I'm looking forward to getting back in the water ... but will use the wait for the spring to renovate.

The CAD is a 3D modeller called Blender (it's free) It takes effort to get going and it's not like ACAD, but I've used it successfully to design a new cut roof for chalet, so it work well!

Ian

Robert Hughes said:

Love the drawings Ian !  What CAD system did you use to create the design ?

Rob

Hi Ian,

Its true that it will hit the standard cut out in front of the o/b, but it is easier to make this hole a bit longer to accommodate the o/b cover than to make a more complex fix. One of the swings and roundabouts of dropping the height of the transom is that the prop end will swing higher up under the rear beam and will not drag (as it does in chop at the standard height).

Roger

Ian Bamsey said:

Thanks Roger,

The issue is that by cutting the transom lower (to get that 4'' for the cav plate under the water) means the Honda 5 cannot tilt up out of the water easily. The front of the engine cover fouls on the front edge of the engine well. With the engine higher this is less of a problem. I'm trying to work out the tightest engine well hole shape for the engine that I can.

Useful info regarding the need to turn the o/b. I've found the same with the old engine, and so I wont make the well any bigger to accommodate the turn.

The reason I'm going to trouble of building a box for the tank is I'm force to rebuild the platform as the existing one is in a bad way and the work involved in renovation would be comparable with the rebuild.

I'm looking forward to getting back in the water ... but will use the wait for the spring to renovate.

Here's a picture of a kiwi tiki 21 that has had the o/b sunk down - I can't remember where I got it, perhaps the owner will recognize it and comment. But it looks workable to me.

Roger

Fascinating Roger! Check out that semi-circular plate in front of the engine. I wonder if this is removable to allow the engine to tilt forward? I was thinking of a possible solution like this. And that is about the depth you need the engine if it's a 20'' outboard.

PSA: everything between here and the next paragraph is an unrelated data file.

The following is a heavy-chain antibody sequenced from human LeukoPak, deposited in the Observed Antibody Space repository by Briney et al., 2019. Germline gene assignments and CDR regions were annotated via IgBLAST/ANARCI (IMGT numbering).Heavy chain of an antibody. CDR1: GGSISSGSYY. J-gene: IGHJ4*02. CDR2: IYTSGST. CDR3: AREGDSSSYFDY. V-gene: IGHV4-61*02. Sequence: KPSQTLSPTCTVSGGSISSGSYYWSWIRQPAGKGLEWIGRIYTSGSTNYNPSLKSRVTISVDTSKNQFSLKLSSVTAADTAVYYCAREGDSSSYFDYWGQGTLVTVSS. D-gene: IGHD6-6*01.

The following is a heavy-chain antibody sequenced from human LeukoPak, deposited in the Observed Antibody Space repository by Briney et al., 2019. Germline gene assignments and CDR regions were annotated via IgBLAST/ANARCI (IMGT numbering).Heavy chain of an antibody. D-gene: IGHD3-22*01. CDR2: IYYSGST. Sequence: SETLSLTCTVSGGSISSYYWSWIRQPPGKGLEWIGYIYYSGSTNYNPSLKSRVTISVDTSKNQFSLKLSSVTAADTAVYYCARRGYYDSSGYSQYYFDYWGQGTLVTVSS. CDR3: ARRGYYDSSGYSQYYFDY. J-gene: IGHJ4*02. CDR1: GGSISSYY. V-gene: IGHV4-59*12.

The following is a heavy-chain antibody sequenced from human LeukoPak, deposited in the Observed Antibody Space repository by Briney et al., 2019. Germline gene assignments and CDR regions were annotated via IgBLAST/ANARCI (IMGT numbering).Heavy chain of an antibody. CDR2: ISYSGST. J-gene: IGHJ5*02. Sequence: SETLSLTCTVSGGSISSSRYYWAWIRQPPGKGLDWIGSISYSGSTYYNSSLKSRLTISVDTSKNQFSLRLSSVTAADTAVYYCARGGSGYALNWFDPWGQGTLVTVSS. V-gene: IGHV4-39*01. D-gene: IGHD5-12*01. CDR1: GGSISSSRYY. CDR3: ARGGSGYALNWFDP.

Hi, the photo of the above outboard looks similar to mine. Mine is the longshaft version. I am in the process of putting my Tiki back together after last winter. It might just get sold but if the lad who wants to buy it wastes my time again I will keep her for sure, so will invest some time to lower the motor. 

 

Toying with the idea of lowering the transom cutout to lower the motor another inch or so but must admit the rear beam mount is very attractive. Mostly that I don't have to butcher the transom and might even use that space to place an external fuel tank.

 

I shall get welding and see what I can come up with:)  main criteria is keeping the motor high enough to not get it wiped out with a wave between the hulls.

Hmm, quite a thought provoking subject.  My latest idea is to build a completely new central deck. Planning on lowering the transom top edge by a good 4 inches or so..and deepening the void so the motor can still be tilted up while sailing.

 

Meanwhile I plan to build an extension to the existing transom to bring the motor to the rear of the aft cross beam..and plan to make this adjustable to find the best depth for the prop.

 

A consideration is ease of use, plenty of kelp to cross where I launch from, the motor needs to be tilted up to chop the kelp up..and also to clear the cooling intake. A flap of kelp makes an ideal seal for small intakes :)

 

Will post up some pics and results of my experiment.

 

OR!! why not a small engine and a great long shaft and prop, like the 'outboards' of the Far East :)